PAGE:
When parishes start using the third edition of the Roman Missal, the texts of the prayers won’t be the only changes Catholics in the pews see. The new Missal will include 17 additions to the Proper of Saints, the part of the Missal that includes prayers for the observances of saints’ days. The Proper of Saints follows a calendar established by the Vatican and modified by the bishops of each country to include saints of local importance. Any changes to a national or diocesan calendar require the consent of the Vatican.
The saints new to the third edition of the Roman Missal include saints, like St. Augustine Zhao Rong, who were canonized after the second edition of the Roman Missal was published in 1985. Some of these saints, including St. Lawrence Ruiz and St. Andrew Dung-Lac, have been on the U.S. calendar for years. However, the new missal will be the first time their prayer texts have been available in the printed book.
Other added saints appeared on the liturgical calendar until 1969, when the calendar was simplified and many saints’ observances were removed.
Also restored to the calendar are observances for the Most Holy Name of Jesus and the Most Holy Name of Mary. Still other saints and observances added to the missal highlight important teachings of the church such as the teaching on Mary (Our Lady of Fatima) and on the Eucharist as the sacrament of Christ’s love (as promoted by St. Peter Julian Eymard).
By canonizing these holy men and women, the church presents them as models of Christian living. The added saints come from all eras and areas of the church’s life — from the fourth century (St. Catherine of Alexandria and St. Apollinaris) to the 20th century (St. Josephine Bakhita, St. Christopher Magallenes and St. Pio of Pietrelcina) — and from Europe, Africa, Asia and the Americas. They include priests, women religious, martyrs, a married woman and missionaries.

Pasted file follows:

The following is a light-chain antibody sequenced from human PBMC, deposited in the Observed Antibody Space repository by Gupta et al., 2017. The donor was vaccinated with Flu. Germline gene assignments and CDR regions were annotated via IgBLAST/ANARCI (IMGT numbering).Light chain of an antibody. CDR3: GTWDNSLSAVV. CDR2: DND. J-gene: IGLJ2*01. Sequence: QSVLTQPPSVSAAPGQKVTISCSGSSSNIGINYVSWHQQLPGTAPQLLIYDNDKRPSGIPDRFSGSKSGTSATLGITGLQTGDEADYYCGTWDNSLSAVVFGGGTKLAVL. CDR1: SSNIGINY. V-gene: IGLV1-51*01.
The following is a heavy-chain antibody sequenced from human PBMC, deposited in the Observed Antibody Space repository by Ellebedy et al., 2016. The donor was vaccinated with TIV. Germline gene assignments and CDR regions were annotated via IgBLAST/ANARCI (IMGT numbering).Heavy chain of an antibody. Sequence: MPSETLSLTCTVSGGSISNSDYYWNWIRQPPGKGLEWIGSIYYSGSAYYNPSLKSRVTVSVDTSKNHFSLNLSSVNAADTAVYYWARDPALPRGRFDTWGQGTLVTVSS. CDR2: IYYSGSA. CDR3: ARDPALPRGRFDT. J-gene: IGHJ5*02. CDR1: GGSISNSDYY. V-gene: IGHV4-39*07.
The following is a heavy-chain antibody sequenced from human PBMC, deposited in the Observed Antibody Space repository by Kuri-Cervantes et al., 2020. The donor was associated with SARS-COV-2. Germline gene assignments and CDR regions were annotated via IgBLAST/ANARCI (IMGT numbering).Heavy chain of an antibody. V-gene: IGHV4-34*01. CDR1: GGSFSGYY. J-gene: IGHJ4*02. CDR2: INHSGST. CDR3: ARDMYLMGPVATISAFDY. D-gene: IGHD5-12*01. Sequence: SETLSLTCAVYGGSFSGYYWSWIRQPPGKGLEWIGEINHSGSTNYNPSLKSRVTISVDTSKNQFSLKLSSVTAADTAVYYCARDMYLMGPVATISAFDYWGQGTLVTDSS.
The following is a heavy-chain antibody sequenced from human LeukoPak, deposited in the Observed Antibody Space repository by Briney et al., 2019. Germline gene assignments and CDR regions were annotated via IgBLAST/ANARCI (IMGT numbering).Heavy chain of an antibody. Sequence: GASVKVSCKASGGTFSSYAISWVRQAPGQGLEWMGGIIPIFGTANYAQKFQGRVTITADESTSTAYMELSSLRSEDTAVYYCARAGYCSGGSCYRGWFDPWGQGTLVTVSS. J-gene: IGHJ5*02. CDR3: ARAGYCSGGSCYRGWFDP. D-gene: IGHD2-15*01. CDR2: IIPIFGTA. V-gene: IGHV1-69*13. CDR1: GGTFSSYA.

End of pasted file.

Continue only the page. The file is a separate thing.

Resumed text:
Whether or not Catholics hear about these saints at their local parishes will depend on the priest. With the exception of the memorials of St. Teresa Benedicta of the Cross (better known as Edith Stein) and St. Pio of Pietrelcina (better known as Padre Pio), all of the new observances are optional memorials. That means the decision about whether or not to celebrate them at a particular Mass rests with the celebrating priest.
While a priest may not add the observance of a saint or blessed not on the approved calendar, he is free to decide which, if any, optional memorials he will celebrate. In choosing among the possible observances, priests might highlight saints who offer a particular example to their people.
These new additions are not the final word about saints on the calendar. The church will continue to canonize new saints as models for the faithful.
Some of these saints will be celebrated in those parts of the world where they served. Others will be placed on the general calendar, celebrated by the universal church to unite the liturgy of heaven with that of earth.
Sperry holds a master’s degree in liturgical studies from the Catholic University of America and is a frequent speaker on Scripture and the liturgy.